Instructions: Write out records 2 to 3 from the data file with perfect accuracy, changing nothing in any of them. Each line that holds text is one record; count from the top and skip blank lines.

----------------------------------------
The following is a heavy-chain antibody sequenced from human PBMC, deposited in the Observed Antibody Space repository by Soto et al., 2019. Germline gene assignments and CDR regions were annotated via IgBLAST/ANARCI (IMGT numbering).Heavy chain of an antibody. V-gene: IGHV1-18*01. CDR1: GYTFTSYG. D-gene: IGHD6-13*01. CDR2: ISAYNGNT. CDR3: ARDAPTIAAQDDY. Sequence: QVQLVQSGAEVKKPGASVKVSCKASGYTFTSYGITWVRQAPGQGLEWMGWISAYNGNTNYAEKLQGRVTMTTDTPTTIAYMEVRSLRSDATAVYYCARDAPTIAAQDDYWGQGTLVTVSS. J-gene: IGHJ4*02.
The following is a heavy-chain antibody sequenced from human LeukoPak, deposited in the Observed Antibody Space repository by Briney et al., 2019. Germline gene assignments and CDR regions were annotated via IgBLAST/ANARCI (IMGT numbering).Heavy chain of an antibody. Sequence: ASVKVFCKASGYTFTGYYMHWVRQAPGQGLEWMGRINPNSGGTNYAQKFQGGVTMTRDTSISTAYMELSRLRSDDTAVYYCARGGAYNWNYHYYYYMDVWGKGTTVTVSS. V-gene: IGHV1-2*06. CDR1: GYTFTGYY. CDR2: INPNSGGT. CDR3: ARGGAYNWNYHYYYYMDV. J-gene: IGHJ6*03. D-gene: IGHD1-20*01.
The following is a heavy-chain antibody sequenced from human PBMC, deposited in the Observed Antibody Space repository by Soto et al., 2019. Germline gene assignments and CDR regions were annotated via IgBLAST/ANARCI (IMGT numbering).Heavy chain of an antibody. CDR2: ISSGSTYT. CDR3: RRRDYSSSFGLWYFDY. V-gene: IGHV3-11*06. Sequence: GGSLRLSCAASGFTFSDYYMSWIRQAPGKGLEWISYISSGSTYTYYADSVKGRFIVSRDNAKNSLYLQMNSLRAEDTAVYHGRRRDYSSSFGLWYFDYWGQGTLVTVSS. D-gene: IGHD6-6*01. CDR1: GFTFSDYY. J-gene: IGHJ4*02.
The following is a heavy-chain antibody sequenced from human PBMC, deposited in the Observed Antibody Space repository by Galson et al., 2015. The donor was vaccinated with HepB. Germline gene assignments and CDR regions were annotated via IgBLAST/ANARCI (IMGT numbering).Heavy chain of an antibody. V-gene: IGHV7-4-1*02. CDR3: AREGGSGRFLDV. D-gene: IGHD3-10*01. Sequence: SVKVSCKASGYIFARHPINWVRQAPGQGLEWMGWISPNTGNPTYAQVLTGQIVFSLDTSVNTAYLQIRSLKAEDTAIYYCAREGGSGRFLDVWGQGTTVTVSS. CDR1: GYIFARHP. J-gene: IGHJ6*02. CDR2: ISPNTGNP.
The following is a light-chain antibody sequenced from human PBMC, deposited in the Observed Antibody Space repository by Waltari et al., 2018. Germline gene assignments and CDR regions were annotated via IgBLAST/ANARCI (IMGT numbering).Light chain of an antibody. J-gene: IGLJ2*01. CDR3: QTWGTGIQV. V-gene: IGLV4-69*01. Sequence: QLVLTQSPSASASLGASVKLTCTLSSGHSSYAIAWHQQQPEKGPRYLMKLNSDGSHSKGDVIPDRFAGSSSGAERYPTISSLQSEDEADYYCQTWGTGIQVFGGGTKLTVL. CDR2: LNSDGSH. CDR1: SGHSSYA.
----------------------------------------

The following is a heavy-chain antibody sequenced from human LeukoPak, deposited in the Observed Antibody Space repository by Briney et al., 2019. Germline gene assignments and CDR regions were annotated via IgBLAST/ANARCI (IMGT numbering).Heavy chain of an antibody. Sequence: ASVKVFCKASGYTFTGYYMHWVRQAPGQGLEWMGRINPNSGGTNYAQKFQGGVTMTRDTSISTAYMELSRLRSDDTAVYYCARGGAYNWNYHYYYYMDVWGKGTTVTVSS. V-gene: IGHV1-2*06. CDR1: GYTFTGYY. CDR2: INPNSGGT. CDR3: ARGGAYNWNYHYYYYMDV. J-gene: IGHJ6*03. D-gene: IGHD1-20*01.
The following is a heavy-chain antibody sequenced from human PBMC, deposited in the Observed Antibody Space repository by Soto et al., 2019. Germline gene assignments and CDR regions were annotated via IgBLAST/ANARCI (IMGT numbering).Heavy chain of an antibody. CDR2: ISSGSTYT. CDR3: RRRDYSSSFGLWYFDY. V-gene: IGHV3-11*06. Sequence: GGSLRLSCAASGFTFSDYYMSWIRQAPGKGLEWISYISSGSTYTYYADSVKGRFIVSRDNAKNSLYLQMNSLRAEDTAVYHGRRRDYSSSFGLWYFDYWGQGTLVTVSS. D-gene: IGHD6-6*01. CDR1: GFTFSDYY. J-gene: IGHJ4*02.